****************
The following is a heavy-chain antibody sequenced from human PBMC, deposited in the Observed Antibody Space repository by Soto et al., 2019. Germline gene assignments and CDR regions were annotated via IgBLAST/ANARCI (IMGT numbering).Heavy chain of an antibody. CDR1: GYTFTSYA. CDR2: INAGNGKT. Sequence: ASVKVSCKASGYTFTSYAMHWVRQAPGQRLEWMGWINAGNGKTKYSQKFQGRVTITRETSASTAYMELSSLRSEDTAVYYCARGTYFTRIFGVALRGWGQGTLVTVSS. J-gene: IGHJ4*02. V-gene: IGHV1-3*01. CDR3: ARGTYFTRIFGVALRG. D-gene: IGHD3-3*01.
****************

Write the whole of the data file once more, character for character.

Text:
The following is a heavy-chain antibody sequenced from human PBMC, deposited in the Observed Antibody Space repository by Soto et al., 2019. Germline gene assignments and CDR regions were annotated via IgBLAST/ANARCI (IMGT numbering).Heavy chain of an antibody. CDR1: GYTFTSYA. CDR2: INAGNGKT. Sequence: ASVKVSCKASGYTFTSYAMHWVRQAPGQRLEWMGWINAGNGKTKYSQKFQGRVTITRETSASTAYMELSSLRSEDTAVYYCARGTYFTRIFGVALRGWGQGTLVTVSS. J-gene: IGHJ4*02. V-gene: IGHV1-3*01. CDR3: ARGTYFTRIFGVALRG. D-gene: IGHD3-3*01.